About the Transgender Law
The controversial Transgender Law, promoted by the Ministry of Equality, is a recognition of the freedom and right of each individual to express their gender identity according to their innermost feelings. In this sense, it is a liberal law that defends the fundamental rights of a community that until relatively recently was discriminated against. In fact, transsexuality was a disease until 2018, when it was withdrawn from the list of mental diseases by the WHO.
The draft law allows people free self-determination of gender, which means that anyone can change their name and sex in the civil registry only with an express declaration, from the age of 16. The conflict derived from this is not in the recognition of the rights of transgender persons to be treated and recognized as their perceived gender, but in the "mechanism" of the process of change from recognized gender to perceived gender.
LGTBI organizations argue that any person who does not conform to their recognized gender can apply for the change in the civil registry without any psychological or physiological treatment. Some feminist voices, on the other hand, believe that this "free sex change" is a perversion of the concept of gender, since one can define who one is at any time, and thus the concept of woman as such disappears and feminism's struggle for the recognition of women's rights fades away, since as a result the female gender does not continue to exist "as something stable”.
What is the process of gender reassignment? The official change of name and gender is reviewed by a specialized psychologist for one year, completed by two years of continuous hormone therapy as a sign of "permanence". At the end, a document is issued stating that the person does not have a mental disorder that would militate against transition, and finally promotes the transition.
The reality of a gender identity transition process, based on my actual experience:
1. When a child is born, they have early signs of a discrepancy (dysphoria) between their recognized gender and their felt gender. However, the process feel that it is a gender dysphoria requires a complex internal process that requires intensive and long support from the family environment and specialized psychologists.
2. There is a wide range of psychological situations that can make a person believe that they wish to change their identity without it being real such as acceptance problems in childhood or pathological sexual deviations caused by wearing clothes of the opposite gender. It has been proven that a false transition can cause frustration, depression and in many cases suicide.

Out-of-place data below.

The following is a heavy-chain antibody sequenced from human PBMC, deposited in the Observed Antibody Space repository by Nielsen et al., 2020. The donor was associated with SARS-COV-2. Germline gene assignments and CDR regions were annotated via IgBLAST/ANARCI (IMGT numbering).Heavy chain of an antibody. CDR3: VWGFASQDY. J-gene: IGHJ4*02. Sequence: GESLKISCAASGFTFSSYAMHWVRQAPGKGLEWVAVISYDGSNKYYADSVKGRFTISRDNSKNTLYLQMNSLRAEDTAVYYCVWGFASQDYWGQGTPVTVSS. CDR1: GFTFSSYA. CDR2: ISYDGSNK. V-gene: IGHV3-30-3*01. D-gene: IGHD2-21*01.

3. Starting a life as a woman when you were raised as a man - or vice versa - cannot be equated with what your name is or whether you wear a tie or heels. One must deconstruct the complete education according to one's recognized gender and start a learning process with one's perceived gender. To walk this path "in solitude" is impossible. Psychological support is indispensable during this process.
4. I do not deny the fact that there are individuals who choose to transition gender and keep their body and physical appearance in the "original" way, but it is a minimal percentage. The vast majority wish to look and feel like the "new" gender.
The process is rigid and should be more flexible in terms of timing because not everyone has the same confidence to make the transition. More trained specialists are needed. We also need to extend the support to our environment, because our families and friends need to have a clearer understanding of the reality. In addition, social security need to increase and improve the support of the processes related to physical aspects.
To think that a person does not need this attention, support and necessary physiological treatments to feel harmony between their body and gender has nothing to do with reality. So does the assumption that men use this mechanism of gender reassignment without supervision to gain social advantages.
The reality will remain rather unchanged for now. People with a gender identity problem will continue to have a hard time living out their freedom and feeling the way they want to. This is because making laws is not about writing "good things," but about solving problems in order to live freely.
Eva Díaz, #FemaleForward Ambassador, educated in Mechanical Engineering and with more than 20 years of executive management experience in the consulting sector; committed to society and its environment on issues as relevant as gender equality, diversity, and the impact of technology on society and business.
Born in 1962, she completed her gender identity transition process in 2015, being able to maintain her professional and personal activity during this process and becoming a reference for a transitioned and female executive.